Inside Coin World: Two reverse styles for Proof 1956 half dollars
- Published: Jul 12, 2019, 9 AM
Coin Values Spotlight: 1956 Franklin half dollars
Collectors looking at Proof 1956 Franklin half dollars could benefit from counting the number of wing feathers borne by the small eagle on the coin’s reverse. As I write in my “Coin Values Spotlight” for the July 29 issue of Coin World, two different reverses were used.
The first coins were struck with the design first used for circulation strikes in 1948, in the coin’s first year of production, and for the first Proof versions starting in 1950. Early in 1956, however, a new reverse design was introduced, creating two distinct subtypes for the coin.
The differences are most identifiable on the small eagle found to the right of the Liberty Bell, and all it takes is counting the number of wing feathers on either side of the bundle of arrows the eagle holds in its feet. To learn how to identify the two designs and why one version can be worth a lot more, read my column in the print and digital editions of Coin World.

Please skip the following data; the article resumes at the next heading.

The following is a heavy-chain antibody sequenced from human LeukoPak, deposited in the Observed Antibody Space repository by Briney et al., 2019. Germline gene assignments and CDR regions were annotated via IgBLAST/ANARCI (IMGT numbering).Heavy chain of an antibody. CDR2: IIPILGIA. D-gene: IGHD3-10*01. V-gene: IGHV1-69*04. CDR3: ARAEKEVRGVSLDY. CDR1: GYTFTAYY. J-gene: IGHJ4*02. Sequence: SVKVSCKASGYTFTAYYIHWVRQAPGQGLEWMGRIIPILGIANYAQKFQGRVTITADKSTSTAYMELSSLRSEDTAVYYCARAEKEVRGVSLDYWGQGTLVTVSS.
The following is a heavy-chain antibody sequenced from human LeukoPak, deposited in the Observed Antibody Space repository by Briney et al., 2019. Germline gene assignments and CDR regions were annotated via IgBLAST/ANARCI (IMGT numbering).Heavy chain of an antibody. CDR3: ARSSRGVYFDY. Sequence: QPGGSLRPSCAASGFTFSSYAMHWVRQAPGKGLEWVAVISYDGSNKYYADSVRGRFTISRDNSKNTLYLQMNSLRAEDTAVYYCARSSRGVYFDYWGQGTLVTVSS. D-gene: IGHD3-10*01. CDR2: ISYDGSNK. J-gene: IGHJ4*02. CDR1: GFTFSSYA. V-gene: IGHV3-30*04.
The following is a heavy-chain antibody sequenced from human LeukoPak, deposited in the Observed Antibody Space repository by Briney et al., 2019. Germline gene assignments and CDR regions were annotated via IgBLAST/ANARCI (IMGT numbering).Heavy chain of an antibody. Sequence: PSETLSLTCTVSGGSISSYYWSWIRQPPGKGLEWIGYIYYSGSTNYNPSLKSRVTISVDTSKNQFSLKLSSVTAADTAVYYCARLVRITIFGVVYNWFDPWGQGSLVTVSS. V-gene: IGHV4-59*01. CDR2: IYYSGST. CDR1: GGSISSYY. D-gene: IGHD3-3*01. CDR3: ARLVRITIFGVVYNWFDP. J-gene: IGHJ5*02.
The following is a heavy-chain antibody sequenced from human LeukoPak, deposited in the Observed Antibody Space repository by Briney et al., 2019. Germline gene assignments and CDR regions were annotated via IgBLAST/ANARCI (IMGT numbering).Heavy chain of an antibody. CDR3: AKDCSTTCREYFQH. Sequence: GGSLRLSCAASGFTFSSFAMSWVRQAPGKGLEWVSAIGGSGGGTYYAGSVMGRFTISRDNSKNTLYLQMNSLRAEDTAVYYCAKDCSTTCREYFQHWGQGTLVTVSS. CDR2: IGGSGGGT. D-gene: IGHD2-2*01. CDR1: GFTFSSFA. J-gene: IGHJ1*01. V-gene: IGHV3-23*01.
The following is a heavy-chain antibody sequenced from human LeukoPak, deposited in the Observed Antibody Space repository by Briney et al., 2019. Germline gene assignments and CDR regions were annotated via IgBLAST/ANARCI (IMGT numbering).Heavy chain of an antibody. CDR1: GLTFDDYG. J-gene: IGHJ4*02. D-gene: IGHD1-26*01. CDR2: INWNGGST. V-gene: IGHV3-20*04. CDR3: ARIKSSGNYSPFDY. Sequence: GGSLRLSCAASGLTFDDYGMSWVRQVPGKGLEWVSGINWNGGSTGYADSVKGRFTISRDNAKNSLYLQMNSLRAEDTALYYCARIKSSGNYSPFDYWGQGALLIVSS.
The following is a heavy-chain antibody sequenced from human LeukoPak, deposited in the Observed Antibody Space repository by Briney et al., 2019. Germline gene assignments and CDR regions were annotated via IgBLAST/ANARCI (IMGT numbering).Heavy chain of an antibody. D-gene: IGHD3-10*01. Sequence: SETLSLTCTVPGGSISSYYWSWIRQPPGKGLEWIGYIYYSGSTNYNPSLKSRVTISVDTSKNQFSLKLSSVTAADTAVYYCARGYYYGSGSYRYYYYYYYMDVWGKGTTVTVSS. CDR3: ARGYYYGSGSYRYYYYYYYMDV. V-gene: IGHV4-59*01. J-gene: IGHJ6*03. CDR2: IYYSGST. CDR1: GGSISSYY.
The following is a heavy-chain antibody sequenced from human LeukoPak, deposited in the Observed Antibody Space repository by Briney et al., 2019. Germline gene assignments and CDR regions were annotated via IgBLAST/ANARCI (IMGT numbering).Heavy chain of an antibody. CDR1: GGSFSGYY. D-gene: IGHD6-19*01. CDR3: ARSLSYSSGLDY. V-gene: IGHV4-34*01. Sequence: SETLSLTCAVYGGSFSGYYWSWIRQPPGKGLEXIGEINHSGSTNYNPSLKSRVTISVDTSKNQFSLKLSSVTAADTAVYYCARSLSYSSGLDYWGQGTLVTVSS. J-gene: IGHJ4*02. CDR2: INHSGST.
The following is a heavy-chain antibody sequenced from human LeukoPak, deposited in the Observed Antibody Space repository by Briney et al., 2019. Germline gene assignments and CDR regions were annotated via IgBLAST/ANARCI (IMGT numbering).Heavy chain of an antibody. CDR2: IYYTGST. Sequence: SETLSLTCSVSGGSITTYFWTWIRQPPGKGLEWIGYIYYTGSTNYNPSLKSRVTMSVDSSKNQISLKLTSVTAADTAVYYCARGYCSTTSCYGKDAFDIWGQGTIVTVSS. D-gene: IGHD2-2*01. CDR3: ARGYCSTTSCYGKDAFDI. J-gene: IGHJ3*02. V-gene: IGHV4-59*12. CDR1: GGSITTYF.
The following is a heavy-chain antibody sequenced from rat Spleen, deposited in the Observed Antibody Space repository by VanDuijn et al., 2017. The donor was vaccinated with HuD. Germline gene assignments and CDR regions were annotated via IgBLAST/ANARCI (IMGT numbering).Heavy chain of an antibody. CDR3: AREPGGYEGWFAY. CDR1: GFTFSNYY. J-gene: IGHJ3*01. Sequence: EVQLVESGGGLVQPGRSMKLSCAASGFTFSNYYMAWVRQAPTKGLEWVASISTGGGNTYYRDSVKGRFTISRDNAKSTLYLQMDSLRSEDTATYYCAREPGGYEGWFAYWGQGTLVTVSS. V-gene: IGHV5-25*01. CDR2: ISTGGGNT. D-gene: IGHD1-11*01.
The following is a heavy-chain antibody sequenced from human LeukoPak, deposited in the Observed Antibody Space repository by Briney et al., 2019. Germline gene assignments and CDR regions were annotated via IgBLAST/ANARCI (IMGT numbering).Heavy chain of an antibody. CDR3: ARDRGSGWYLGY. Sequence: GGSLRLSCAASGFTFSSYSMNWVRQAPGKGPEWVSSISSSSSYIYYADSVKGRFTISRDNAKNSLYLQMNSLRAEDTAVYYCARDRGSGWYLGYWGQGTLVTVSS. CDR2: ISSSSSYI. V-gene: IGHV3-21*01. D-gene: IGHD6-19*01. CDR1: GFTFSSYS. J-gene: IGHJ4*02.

The Joys of Collecting: King Farouk auction
In his “The Joys of Collecting” column in the July 29 Coin World, Q. David Bowers recalls the experiences of the American collectors and dealers who attended the auction of the King Farouk Collection in Egypt in 1954.
While Bowers did not personally attend the auction, he knew most of those who did. He stood ready to purchase some of the pieces those in attendance picked up at the auction, though many of those pieces exhibited damage resulting from the king’s less than perfect collecting habits. The auction followed the overthrow of the throne in Egypt by military personnel in the country.
Read more about the auction and the experiences of some of the Americans in attendance in David’s latest column, found only in the print and digital issues of Coin World.
Tokens to Collect: Anti-Jackson Hard Times token
Andrew Jackson ran for president on a platform aimed at the common man, including taking a position against the Second Bank of the United, which served as the nation’s central bank and whose charter ended during his term in office, as Chris Bulfinch writes in his “Tokens to Collect” column.
Jackson was successful in his fight against the bank and it did not receive a new charter from Congress. The closing of the bank helped create a financial panic in the mid-1830s, followed by a recession, an event that is captured on a number of cent-sized tokens issued during the financial meltdown.
To learn more about the era and about one of the anti-Jackson tokens, see Chris’ column, found only in the print and digital editions of the July 29 Coin World.
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